Victory! NY takes steps to protect transgender New Yorkers

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It’s been a good week for health equity in New York!

Yesterday, New York State’s Department of Financial Services sent guidance to all commercial insurers in the state barring denials of medically necessary treatment for gender dysphoria. Gender dysphoria is a condition when a person’s identity at birth is different than who they know themselves to be on the inside. The guidance essentially says if an insurer covers a particular service (a double mastectomy, for example), the insurer can’t deny that service to a transgender person, purely on the basis of their gender identity.  Read our full press release here.

And earlier this week, the New York City Council voted to pass legislation that will allow trangender New Yorkers to change the sex on their birth certificate without providing proof of gender confirmation surgery. New York State made a similar policy change this past June. This legislation will help combat discrimination transgender New Yorkers might otherwise experience in healthcare access, as well as housing, employment, and other areas of their lives.

Equal access to health care for transgender people has been a key policy priority for HCFANY and its LGBT task force. These two policy victories signal important steps forward for the health of transgender New Yorkers.

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“The Affordable Care Act gave me a chance and ended my six year nightmare of living without health insurance. It was way more simple and affordable than people think.”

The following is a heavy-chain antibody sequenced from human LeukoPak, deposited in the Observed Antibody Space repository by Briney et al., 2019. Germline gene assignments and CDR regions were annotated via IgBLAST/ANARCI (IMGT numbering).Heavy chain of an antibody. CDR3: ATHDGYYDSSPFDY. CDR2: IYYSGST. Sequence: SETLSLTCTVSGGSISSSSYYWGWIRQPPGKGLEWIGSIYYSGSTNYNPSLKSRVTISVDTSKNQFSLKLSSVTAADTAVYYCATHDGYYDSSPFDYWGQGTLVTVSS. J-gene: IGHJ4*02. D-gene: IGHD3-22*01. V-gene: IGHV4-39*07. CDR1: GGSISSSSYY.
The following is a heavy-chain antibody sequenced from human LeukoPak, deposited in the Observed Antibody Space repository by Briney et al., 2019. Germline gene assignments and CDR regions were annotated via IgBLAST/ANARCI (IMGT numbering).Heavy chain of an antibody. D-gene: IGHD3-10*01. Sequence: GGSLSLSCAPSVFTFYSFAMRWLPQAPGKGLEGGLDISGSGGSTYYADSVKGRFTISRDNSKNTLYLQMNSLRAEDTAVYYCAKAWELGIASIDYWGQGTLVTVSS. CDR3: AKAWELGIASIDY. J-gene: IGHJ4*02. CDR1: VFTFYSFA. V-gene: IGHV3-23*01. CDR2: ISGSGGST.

-Karen E., Ulster County

The Affordable Care Act is working in New York, according to HCFANY’s new publication, The ACA is Working: New Yorkers Tell Their Stories.

The new publication shares stories from New Yorkers like Karen, a single mother from Ulster County, who was finally able to get affordable health coverage for her family after being uninsured for six years, thanks to federal subsidies. Ben, from Broome county got covered thanks to the ACA’s Medicaid Expansion and enrolled in the same plan as his son. And Engracia got help from a local Navigator to enroll in a plan that saves her $4,500 a year.

The ACA is Working: New Yorkers Tell Their Stories features twelve consumer stories and quotes from New Yorkers in all regions of the State who enrolled in private Qualified Health Plans, Medicaid, Child Health Plus, and small business plans, all through the NY State of Health Marketplace during the first Open Enrollment period. Many got help to enroll from Navigators, who offer free, unbiased, in-person enrollment help. The stories are paired with key statistics and facts about how the ACA is working for New York – and most importantly, New Yorkers.

View HCFANY’s full press release here.

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Guest post:
Bob Cohen, Policy Director, Citizen Action of New York/Public Policy and Education Fund;
Theo Oshiro, Deputy Director, Make the Road New York

New York took a big leap forward in enrolling nearly a million New Yorkers in health coverage during the first open enrollment period under the ACA that ended in March, but we still have a lot to do to ensure that all New Yorkers, including traditionally excluded communities, fully benefit from the federal law. This is the simple message of a new “white paper” released in June by two HCFANY partners, the Public Policy and Education Fund and Make the Road New York, in conjunction with the Alliance for a Just Society, a national network for research, policy and organizing.